Who are the people of Europe? This question is facing statisticians as they grapple with standardising national census methods so that their numbers can be assembled into a European population. Yet, by so doing—intentionally or otherwise—they also contribute to the making of a European people. This, at least, is the central thesis of ARITHMUS. While typically framed as a methodological or statistical problem, the project approaches this as a practical and political problem of assembling multiple national populations into a European population and people.
Why is this both an urgent political and practical problem? Politically, Europe is said to be unable to address itself to a constituted polity and people, which is crucial to European integration. Practically, its efforts to constitute a European population are also being challenged by digital technologies, which are being used to diversify census methods and bringing into question the comparability of national population data. Consequently, over the next several years Eurostat and national statistical institutes are negotiating regulations for the 2020 census round towards ensuring 'Europe-wide comparability.'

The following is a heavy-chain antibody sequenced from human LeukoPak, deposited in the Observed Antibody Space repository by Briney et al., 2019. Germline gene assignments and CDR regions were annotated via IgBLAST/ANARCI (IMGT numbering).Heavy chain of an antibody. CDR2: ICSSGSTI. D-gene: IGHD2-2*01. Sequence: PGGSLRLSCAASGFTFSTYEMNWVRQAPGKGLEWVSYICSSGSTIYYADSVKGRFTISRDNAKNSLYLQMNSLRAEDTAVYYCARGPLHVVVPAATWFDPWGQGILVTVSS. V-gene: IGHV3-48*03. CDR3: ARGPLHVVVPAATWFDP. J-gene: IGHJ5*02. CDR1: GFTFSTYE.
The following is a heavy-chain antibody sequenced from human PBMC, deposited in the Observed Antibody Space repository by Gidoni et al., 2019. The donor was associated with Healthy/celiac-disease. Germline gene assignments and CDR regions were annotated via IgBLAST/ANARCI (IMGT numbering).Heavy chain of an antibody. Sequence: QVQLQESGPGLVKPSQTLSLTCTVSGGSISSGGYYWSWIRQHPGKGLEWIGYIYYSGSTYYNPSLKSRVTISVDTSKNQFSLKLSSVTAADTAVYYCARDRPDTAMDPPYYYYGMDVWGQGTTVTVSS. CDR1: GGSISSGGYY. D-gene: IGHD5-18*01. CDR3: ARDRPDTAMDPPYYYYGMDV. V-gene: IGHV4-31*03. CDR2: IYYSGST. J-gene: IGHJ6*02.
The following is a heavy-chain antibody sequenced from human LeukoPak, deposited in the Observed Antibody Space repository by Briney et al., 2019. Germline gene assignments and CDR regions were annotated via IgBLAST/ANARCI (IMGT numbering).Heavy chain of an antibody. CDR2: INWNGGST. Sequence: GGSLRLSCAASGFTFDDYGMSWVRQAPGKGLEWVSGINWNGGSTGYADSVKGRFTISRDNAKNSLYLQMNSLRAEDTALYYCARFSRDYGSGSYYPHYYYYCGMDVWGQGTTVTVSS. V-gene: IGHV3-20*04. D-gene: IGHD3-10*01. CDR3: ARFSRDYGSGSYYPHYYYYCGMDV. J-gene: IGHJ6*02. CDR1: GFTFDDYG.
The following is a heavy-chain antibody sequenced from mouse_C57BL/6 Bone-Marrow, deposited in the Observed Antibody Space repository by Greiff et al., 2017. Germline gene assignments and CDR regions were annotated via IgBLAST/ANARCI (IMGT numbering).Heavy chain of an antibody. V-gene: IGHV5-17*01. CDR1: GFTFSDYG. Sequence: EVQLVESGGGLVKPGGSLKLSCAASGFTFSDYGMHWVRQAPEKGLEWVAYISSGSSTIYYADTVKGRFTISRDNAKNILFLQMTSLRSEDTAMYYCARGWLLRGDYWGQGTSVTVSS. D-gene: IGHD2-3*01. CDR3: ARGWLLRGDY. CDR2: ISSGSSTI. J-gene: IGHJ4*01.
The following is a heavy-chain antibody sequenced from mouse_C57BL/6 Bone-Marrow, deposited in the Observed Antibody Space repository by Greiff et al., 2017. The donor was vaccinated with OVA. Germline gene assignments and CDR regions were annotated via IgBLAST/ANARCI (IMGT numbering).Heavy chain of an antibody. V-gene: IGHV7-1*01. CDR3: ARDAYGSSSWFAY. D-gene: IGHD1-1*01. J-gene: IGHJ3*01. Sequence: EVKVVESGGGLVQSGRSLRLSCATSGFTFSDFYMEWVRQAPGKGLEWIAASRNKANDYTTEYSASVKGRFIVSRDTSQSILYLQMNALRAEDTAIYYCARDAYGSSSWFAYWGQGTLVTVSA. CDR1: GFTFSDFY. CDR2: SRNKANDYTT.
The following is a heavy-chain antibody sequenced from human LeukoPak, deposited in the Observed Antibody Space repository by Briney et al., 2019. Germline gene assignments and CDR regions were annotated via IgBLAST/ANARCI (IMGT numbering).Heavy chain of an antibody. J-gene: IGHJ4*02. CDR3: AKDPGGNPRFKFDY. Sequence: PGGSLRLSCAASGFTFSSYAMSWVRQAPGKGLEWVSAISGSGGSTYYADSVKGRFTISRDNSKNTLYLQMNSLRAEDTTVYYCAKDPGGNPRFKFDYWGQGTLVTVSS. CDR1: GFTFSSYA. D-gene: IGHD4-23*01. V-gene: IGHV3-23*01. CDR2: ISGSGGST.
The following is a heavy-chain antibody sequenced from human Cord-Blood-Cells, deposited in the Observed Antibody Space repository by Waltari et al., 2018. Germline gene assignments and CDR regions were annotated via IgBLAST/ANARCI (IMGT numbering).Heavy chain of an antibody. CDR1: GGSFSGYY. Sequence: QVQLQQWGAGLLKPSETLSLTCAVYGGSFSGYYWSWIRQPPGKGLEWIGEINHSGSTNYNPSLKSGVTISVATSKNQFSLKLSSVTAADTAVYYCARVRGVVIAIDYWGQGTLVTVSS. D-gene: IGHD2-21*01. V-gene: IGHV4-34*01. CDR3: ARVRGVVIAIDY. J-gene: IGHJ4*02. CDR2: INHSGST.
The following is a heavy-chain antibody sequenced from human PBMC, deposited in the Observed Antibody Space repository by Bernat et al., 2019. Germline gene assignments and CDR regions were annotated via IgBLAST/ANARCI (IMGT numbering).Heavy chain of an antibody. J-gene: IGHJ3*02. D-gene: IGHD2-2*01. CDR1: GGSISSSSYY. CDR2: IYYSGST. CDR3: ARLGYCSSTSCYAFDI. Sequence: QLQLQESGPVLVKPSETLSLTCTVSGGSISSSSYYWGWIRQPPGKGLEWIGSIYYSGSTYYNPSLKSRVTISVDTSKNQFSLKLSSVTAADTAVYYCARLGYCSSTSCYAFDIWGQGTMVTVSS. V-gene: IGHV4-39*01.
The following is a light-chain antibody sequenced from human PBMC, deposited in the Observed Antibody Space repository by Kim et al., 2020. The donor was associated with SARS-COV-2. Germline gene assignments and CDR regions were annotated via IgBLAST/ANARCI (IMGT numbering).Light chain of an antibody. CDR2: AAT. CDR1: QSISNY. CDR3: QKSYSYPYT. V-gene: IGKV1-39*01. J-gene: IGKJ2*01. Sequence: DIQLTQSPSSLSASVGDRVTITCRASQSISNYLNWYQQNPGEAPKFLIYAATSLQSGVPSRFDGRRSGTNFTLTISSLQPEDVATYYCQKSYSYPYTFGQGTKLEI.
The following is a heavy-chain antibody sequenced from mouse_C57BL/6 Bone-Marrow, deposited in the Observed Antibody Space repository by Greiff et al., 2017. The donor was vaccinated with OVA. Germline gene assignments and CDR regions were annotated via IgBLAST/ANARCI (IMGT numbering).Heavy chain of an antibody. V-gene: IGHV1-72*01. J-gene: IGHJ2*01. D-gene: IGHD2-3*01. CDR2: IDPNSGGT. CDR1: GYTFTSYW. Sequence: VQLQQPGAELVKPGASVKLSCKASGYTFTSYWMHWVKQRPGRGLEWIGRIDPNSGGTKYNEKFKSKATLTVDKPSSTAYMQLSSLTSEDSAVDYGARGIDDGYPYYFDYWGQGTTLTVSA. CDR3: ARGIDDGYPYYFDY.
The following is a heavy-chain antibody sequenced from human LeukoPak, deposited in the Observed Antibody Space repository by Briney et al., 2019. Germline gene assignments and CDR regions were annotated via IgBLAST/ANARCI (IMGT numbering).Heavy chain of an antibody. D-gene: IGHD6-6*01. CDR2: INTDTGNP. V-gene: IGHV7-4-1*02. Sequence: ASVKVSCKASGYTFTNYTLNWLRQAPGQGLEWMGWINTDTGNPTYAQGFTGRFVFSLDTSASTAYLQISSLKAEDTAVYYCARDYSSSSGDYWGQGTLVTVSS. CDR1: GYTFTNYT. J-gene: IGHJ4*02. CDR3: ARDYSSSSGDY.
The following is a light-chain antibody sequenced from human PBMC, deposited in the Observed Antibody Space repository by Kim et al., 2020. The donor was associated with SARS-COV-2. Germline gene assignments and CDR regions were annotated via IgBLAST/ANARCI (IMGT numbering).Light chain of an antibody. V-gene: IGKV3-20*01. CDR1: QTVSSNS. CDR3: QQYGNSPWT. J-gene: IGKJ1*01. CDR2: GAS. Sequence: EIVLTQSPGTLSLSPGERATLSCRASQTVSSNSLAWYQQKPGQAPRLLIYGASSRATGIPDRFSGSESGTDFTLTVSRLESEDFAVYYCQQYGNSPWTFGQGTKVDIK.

ARITHMUS will follow this process and investigate the practices of statisticians as they juggle scientific independence, national autonomy and EU comparability to innovate census methods. It will then connect this practical work to political questions of the making and governing of a European people and polity. It will do so by going beyond state-of-the art scholarship on methods, politics and science and technology studies. Five case studies involving discourse analysis and ethnographic methods will investigate the situated practices of EU and national statisticians as they remake census methods, arguably the most fundamental changes since modern censuses were launched over two centuries ago. At the same time it will attend to how these practices affect the constitution of who are the people of Europe.
Call for proposal
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